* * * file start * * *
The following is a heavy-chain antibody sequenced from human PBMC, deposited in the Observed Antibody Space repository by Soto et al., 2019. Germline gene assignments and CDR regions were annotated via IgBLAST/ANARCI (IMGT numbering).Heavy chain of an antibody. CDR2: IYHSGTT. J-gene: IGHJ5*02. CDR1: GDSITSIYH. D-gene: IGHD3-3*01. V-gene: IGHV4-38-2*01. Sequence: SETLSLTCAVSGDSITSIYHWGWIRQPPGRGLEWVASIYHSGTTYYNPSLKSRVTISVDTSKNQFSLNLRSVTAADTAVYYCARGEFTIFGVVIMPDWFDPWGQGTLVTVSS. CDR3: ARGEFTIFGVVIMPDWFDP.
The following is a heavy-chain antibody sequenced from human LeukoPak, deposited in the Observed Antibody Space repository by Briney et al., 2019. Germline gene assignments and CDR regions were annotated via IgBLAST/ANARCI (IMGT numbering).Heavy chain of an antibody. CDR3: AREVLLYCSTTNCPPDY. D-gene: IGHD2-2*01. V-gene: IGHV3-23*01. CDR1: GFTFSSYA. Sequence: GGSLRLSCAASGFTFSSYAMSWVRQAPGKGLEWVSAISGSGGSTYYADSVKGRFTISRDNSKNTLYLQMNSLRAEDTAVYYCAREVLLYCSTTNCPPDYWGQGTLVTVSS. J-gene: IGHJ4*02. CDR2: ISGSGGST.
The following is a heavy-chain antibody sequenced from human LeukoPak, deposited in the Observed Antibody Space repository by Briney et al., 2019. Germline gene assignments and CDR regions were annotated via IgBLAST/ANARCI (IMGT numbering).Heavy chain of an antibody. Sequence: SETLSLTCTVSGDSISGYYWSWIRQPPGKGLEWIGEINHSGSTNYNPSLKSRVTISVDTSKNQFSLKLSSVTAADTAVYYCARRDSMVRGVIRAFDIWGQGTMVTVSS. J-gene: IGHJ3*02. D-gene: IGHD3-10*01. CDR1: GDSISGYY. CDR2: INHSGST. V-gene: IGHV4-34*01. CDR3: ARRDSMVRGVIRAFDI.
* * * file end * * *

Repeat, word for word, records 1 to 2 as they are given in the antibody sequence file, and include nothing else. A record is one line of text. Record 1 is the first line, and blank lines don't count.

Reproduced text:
The following is a heavy-chain antibody sequenced from human PBMC, deposited in the Observed Antibody Space repository by Soto et al., 2019. Germline gene assignments and CDR regions were annotated via IgBLAST/ANARCI (IMGT numbering).Heavy chain of an antibody. CDR2: IYHSGTT. J-gene: IGHJ5*02. CDR1: GDSITSIYH. D-gene: IGHD3-3*01. V-gene: IGHV4-38-2*01. Sequence: SETLSLTCAVSGDSITSIYHWGWIRQPPGRGLEWVASIYHSGTTYYNPSLKSRVTISVDTSKNQFSLNLRSVTAADTAVYYCARGEFTIFGVVIMPDWFDPWGQGTLVTVSS. CDR3: ARGEFTIFGVVIMPDWFDP.
The following is a heavy-chain antibody sequenced from human LeukoPak, deposited in the Observed Antibody Space repository by Briney et al., 2019. Germline gene assignments and CDR regions were annotated via IgBLAST/ANARCI (IMGT numbering).Heavy chain of an antibody. CDR3: AREVLLYCSTTNCPPDY. D-gene: IGHD2-2*01. V-gene: IGHV3-23*01. CDR1: GFTFSSYA. Sequence: GGSLRLSCAASGFTFSSYAMSWVRQAPGKGLEWVSAISGSGGSTYYADSVKGRFTISRDNSKNTLYLQMNSLRAEDTAVYYCAREVLLYCSTTNCPPDYWGQGTLVTVSS. J-gene: IGHJ4*02. CDR2: ISGSGGST.